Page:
Categories

## Chessboard Problem | PRMO-2018 | Problem No-26

Try this beautiful Chessboard Problem based on Chessboard from PRMO – 2018.

## Chessboard Problem – PRMO 2018- Problem 26

What is the number of ways in which one can choose 60 units square from a $11 \times 11$ chessboard such that no two chosen square have a side in common?

,

• $56$
• $58$
• $60$
• $62$
• $64$

Game problem

Chess board

combination

## Suggested Book | Source | Answer

Pre College Mathematics

#### Source of the problem

Prmo-2018, Problem-26

#### Check the answer here, but try the problem first

$62$

## Try with Hints

#### First Hint

Total no. of squares $=121$
Out of these, 61 squares can be placed diagonally. From these any 60 can be selected in ${ }^{61} C_{60}$ ways $=61$

Now can you finish the problem?

#### Second Hint

From the remaining 60 squares 60 can be chosen in any one way

Total equal to ${ }^{61} \mathrm{C}{60}+{ }^{60} \mathrm{C}{60}=61+1=62$

Categories

## Chocolates Problem | PRMO – 2018 | Problem No. – 28

Try this beautiful Problem on Combinatorics from integer based on chocolates from PRMO -2018

## Chocolates Problem – PRMO 2018- Problem 28

Let N be the number of ways of distributing 8 chocolates of different brands among 3 children such that each child gets at least one chocolate, and no two children get the same number of chocolates. Find the sum of the digits of $\mathrm{N}$.

,

• $28$
• $90$
• $24$
• $16$
• $27$

Combination

Combinatorics

Probability

## Suggested Book | Source | Answer

Pre College Mathematics

#### Source of the problem

Prmo-2018, Problem-28

#### Check the answer here, but try the problem first

$24$

## Try with Hints

#### First Hint

we have to distribute $8$ chocolates among $3$ childrens and the condition is Eight chocolets will be different brands that each child gets at least one chocolate, and no two children get the same number of chocolates. Therefore thr chocolates distributions will be two cases as shown below…..

Now can you finish the problem?

#### Second Hint

case 1:$(5,2,1)$

Out of $8$ chocolates one of the boys can get $5$ chocolates .So $5$ chocolates can be choosen from $8$ chocolates in $8 \choose 5$ ways.

Therefore remaining chocolates are $3$ . Out of $3$ chocolates another one of the boys can get $2$ chocolates .So $2$ chocolates can be choosen from $3$ chocolates in $3 \choose 2$ ways.

Therefore remaining chocolates are $1$ . Out of $1$ chocolates another one of the boys can get $1$ chocolates .So $1$ chocolates can be choosen from $1$ chocolates in $1 \choose 1$ ways.

Therefore number of ways for first case will be $8 \choose 5$ $\times$ $3 \choose 2$ $\times$ $1 \choose 1$$\times$ $3!$=$\frac{8}{2!.5!.1!}$$\times 3 Case 2:(4,3,1) Out of $8$ chocolates one of the boys can get $4$ chocolates .So $4$ chocolates can be choosen from $8$ chocolates in $8 \choose 4$ ways. Therefore remaining chocolates are $4$ . Out of $4$ chocolates another one of the boys can get $3$ chocolates .So $3$ chocolates can be choosen from $4$ chocolates in $4 \choose 3$ ways. Therefore remaining chocolates are $1$ . Out of $1$ chocolates another one of the boys can get $1$ chocolates .So $1$ chocolates can be choosen from $1$ chocolates in $1 \choose 1$ ways. Therefore number of ways for first case will be $8 \choose 4$ $\times$ $4 \choose 3$ $\times$ $1 \choose 1$$\times$ 3!=\frac{8}{4!.3!.1!}$$\times 3$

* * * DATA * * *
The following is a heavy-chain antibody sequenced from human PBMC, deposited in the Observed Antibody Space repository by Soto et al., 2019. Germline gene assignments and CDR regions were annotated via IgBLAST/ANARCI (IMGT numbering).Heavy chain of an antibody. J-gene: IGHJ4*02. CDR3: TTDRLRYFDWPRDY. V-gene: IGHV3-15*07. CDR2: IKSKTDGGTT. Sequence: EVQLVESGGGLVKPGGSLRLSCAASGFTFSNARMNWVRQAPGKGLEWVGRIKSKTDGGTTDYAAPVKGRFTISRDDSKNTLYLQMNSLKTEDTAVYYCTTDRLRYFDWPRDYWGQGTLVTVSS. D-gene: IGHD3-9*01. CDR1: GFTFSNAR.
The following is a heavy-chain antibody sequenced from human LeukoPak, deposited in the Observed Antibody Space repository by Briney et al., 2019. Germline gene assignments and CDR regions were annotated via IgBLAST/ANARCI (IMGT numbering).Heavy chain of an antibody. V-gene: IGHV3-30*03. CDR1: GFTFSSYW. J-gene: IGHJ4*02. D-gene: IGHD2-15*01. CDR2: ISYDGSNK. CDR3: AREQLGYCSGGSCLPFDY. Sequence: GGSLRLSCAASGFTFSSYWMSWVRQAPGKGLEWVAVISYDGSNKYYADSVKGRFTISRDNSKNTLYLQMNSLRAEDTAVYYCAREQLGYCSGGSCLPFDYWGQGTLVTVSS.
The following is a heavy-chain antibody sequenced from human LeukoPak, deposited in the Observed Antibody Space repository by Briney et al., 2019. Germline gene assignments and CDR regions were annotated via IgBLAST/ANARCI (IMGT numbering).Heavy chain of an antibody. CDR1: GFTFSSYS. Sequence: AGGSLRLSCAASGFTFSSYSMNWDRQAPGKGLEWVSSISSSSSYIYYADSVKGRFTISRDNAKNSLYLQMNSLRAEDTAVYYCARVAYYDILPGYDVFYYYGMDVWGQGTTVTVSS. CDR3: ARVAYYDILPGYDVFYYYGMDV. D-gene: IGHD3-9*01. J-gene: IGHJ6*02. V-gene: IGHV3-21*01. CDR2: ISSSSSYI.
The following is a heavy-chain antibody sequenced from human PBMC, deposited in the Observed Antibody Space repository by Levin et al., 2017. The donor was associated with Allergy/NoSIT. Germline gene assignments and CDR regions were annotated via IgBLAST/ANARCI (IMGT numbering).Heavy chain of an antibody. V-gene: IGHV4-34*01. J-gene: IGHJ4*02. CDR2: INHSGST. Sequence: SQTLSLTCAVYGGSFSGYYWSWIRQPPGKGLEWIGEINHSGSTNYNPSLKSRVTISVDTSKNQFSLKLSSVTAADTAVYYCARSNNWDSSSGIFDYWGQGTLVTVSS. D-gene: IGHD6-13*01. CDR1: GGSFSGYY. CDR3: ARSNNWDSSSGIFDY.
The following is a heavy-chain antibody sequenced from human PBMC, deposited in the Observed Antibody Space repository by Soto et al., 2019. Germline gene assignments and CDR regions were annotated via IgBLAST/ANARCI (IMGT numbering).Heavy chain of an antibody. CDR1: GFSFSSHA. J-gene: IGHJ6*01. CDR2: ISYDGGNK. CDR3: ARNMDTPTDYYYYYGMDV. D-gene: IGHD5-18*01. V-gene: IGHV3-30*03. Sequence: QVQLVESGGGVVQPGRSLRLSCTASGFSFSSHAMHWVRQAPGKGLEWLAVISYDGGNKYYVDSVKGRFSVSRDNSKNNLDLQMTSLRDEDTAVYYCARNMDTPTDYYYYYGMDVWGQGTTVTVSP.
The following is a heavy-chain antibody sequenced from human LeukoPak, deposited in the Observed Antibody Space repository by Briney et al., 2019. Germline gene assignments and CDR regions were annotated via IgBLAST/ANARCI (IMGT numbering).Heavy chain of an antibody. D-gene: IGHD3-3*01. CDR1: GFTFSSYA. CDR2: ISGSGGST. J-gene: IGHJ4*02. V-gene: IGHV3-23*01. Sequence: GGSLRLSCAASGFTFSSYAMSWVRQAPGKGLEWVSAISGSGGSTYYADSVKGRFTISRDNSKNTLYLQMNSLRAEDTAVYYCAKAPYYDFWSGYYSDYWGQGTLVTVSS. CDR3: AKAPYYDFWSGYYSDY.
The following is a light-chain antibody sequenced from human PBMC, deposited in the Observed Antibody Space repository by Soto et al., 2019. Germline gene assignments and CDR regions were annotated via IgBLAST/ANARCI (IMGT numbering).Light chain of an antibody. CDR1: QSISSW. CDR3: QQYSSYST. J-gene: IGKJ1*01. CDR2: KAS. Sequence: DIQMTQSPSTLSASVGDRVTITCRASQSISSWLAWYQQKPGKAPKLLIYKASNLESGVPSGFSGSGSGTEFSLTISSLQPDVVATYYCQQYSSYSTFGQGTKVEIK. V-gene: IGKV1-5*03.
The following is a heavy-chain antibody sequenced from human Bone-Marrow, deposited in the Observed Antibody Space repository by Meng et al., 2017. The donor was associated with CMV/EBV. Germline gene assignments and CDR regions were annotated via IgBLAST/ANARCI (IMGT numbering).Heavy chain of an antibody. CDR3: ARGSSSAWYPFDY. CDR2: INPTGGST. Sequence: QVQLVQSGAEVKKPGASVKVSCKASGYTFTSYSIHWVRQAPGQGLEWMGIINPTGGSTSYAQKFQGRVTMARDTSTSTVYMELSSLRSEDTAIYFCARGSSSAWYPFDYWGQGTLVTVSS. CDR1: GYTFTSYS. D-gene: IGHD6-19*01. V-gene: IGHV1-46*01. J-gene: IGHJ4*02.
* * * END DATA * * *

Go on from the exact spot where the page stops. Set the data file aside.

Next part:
Can you finish the problem…?

#### Third Hint

Therefore require number of ways =$\frac{8}{2!.5!.1!}$$\times 3+\frac{8}{4!.3!.1!}$$\times 3$=$24$

Categories

## Trigonometry | PRMO-2018 | Problem No-14

Try this beautiful Problem on Trigonometry from PRMO -2018

## Trigonometry Problem – PRMO 2018- Problem 14

If $x=\cos 1^{\circ} \cos 2^{\circ} \cos 3^{\circ} \ldots . \cos 89^{\circ}$ and $y=\cos 2^{\circ} \cos 6^{\circ} \cos 10^{\circ} \ldots \ldots \cos 86^{\circ},$ then what is the integer nearest to $\frac{2}{7} \log _{2}(\mathrm{y} / \mathrm{x}) ?$

,

• $28$
• $19$
• $24$
• $16$
• $27$

Trigonometry

Logarithm

## Suggested Book | Source | Answer

Pre College Mathematics

#### Source of the problem

Prmo-2018, Problem-14

#### Check the answer here, but try the problem first

$19$

## Try with Hints

#### First Hint

Given that $x=\cos 1^{\circ} \cos 2^{\circ} \cos 3^{\circ} \cdots \cos 89^{\circ}$

$\Rightarrow x=\cos 1^{\circ}\cos 89^{\circ}\cos 2^{\circ}\cos 88^{\circ}……..\cos 45^{\circ}$

$\Rightarrow x=\cos 1^{\circ}\sin 1^{\circ}\cos 2^{\circ}\cos 2^{\circ}……..\cos 45^{\circ}$ ( as cos(90-x)=sin x)

$\Rightarrow x=\frac{1}{2^{44}} (2 \cos 1^{\circ} \sin 1^{\circ}) (2\cos 2^{\circ}\sin 2^{\circ})……..\cos 45^{\circ}$

$\Rightarrow x =\frac{ \cos 45^{\circ} \cdot \sin 2^{\circ} \cdot \sin 4^{\circ} \cdots \sin 88}{ 2^{44}}$ (as sin 2x= 2 sin x cos x)

Now can you finish the problem?

#### Second Hint

Therefore we can say that
$x=\frac{1}{2^{1 / 2}} \times \frac{\sin 4^{\circ} \cdot \sin 8^{\circ} \cdots \sin 88^{\circ}}{2^{44} \times 2^{22}}$
$=\frac{\sin \left(90-86^{\circ}\right) \cdot \sin \left(90-84^{\circ}\right) \cdots \sin (90-2)}{2^{66} \cdot 2^{1 / 2}}$
$=\frac{\cos 2^{\circ} \cdot \cos 6^{\circ} \cdot \cos 86^{\circ}}{2^{133 / 2}}$
$x=\frac{y}{2^{133 / 2}}$

Can you finish the problem…?

#### Third Hint

$\frac{y}{x}=2^{133 / 2}$
$\frac{2}{7} \log \left(\frac{y}{x}\right)=\frac{2}{7} \times \log _{2}(2)^{133 / 2}$
$=\frac{2}{7} \times \frac{133}{2}$
$=19$

Categories

## Dice Problem | AMC 10A, 2014| Problem No 17

Try this beautiful Problem on Probability based on Dice from AMC 10 A, 2014. You may use sequential hints to solve the problem.

## Dice Problem – AMC-10A, 2014 – Problem 17

Three fair six-sided dice are rolled. What is the probability that the values shown on two of the dice sum to the value shown on the remaining die?

,

• $\frac{1}{6}$
• $\frac{13}{72}$
• $\frac{7}{36}$
• $\frac{5}{24}$